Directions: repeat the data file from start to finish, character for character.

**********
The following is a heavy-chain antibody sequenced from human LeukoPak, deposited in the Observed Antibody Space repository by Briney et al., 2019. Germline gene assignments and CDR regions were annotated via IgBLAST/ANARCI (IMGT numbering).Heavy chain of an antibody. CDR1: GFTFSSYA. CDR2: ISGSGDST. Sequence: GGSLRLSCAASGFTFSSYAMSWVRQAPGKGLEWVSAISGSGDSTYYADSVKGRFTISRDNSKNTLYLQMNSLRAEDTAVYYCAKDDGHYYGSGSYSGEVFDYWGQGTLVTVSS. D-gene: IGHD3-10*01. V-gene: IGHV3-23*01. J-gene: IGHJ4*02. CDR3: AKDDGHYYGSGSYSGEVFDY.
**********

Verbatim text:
The following is a heavy-chain antibody sequenced from human LeukoPak, deposited in the Observed Antibody Space repository by Briney et al., 2019. Germline gene assignments and CDR regions were annotated via IgBLAST/ANARCI (IMGT numbering).Heavy chain of an antibody. CDR1: GFTFSSYA. CDR2: ISGSGDST. Sequence: GGSLRLSCAASGFTFSSYAMSWVRQAPGKGLEWVSAISGSGDSTYYADSVKGRFTISRDNSKNTLYLQMNSLRAEDTAVYYCAKDDGHYYGSGSYSGEVFDYWGQGTLVTVSS. D-gene: IGHD3-10*01. V-gene: IGHV3-23*01. J-gene: IGHJ4*02. CDR3: AKDDGHYYGSGSYSGEVFDY.